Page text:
U.S. stock markets plunged at the open, with the Dow off nearly 5 percent in the first few minutes of trading. After a day of wild swings in stock prices, U.S. indexes were down 3.6 percent or more at the close of trading.
In Asia, Shanghai’s stock index plunged more than 8 percent, Japan’s main market lost more than 4 percent and Hong Kong was down more than 5 percent. Key European indexes were off 4 percent or more. India’s Sensex dropped 5 percent, its steepest drop in six years.
Prices for many commodities also declined, with the price of crude oil off by more than 4 percent to hit the lowest price in more than six years.
China’s growing economy has been a major market for commodities and all kinds of goods for many years.
A series of economic shocks, including a falling stock market and a surprise devaluation of the currency, have made investors question the health and growth of the world’s second-largest economy. An economy that grows slowly will need less energy and provide less opportunity for investors in many areas.
NYSE traders react to Monday’s markets:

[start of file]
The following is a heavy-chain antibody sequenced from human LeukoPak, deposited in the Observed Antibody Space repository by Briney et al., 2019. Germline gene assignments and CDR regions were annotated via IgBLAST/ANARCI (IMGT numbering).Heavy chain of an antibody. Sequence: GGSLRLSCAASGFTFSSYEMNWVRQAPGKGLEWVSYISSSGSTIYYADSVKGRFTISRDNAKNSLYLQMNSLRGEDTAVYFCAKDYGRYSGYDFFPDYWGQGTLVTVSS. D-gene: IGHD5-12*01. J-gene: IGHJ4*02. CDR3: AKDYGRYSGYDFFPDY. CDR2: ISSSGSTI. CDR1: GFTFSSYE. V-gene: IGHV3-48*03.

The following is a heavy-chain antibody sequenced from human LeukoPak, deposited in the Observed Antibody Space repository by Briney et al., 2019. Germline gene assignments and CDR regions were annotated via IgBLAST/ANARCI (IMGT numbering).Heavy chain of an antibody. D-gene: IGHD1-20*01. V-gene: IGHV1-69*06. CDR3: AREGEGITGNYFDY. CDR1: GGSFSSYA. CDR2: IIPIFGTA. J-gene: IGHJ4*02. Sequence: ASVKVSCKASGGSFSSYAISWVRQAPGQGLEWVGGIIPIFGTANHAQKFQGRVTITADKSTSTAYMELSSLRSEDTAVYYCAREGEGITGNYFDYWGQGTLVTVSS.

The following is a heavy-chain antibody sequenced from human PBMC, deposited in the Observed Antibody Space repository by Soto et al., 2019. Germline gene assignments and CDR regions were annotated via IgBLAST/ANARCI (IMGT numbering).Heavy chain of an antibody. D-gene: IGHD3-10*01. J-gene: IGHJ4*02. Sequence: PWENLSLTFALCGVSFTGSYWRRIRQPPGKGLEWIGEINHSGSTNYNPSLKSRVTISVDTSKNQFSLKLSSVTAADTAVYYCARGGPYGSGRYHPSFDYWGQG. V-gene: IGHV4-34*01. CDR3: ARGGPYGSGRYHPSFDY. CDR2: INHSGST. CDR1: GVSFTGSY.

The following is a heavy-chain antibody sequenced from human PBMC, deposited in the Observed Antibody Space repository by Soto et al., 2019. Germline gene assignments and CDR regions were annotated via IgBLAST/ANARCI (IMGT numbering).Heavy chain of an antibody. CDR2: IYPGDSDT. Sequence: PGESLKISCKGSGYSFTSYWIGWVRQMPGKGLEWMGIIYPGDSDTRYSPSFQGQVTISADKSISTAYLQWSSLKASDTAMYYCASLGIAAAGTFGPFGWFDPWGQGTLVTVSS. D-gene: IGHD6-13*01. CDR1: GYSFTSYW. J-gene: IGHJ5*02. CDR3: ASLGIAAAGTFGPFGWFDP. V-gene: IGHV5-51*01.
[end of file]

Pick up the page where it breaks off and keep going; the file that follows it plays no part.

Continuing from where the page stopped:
White House spokesman Josh Earnest said Monday that President Obama is confident in the strength and resilience of the U.S. economy. He urged China to move toward reforms, including a market-determined exchange rate system and more transparent economy.
Some investors were disappointed that China’s government had not taken fresh steps to ease the stock market losses.
Volatility could continue
Analysts warn the market volatility is set to continue in the days ahead, with trillions of dollars already wiped off global share markets since China reduced the value of its currency, the yuan.
The Wall Street Journal reports investors are disappointed that China’s government had not taken fresh steps to ease the stock market losses.
7 days of losses in Asia-Pacific
Monday marked the seventh straight day of losses on key Asia-Pacific market indices, down almost 5 percent, the most since 2011.
“I guess the question that people are starting to ask – and certainly I’m asking is how, just how this gets stemmed,” said Sydney-based senior foreign exchange strategist for ANZ Bank, Daniel Bean.
Singapore-based Daniel Martin, senior Asia economist for research firm Capital Markets, says China’s economy is more stable than many investors realize.
“The equity market side; if it is a reflection of China’s economy doing a lot worse than we have previously thought, then that’s obviously a big issue for Asian economies. We don’t actually think that’s the case though. We see it more as a stock market correction that will run its course and should settle down within the next few weeks or so,” he said, adding “I don’t think they’re panicking that the economy is suddenly falling off a cliff, which markets seem to be thinking it is.”
Asian market analysts say the U.S. Federal Reserve may wait until next year to raise U.S. interest rates, given the uncertain market climate.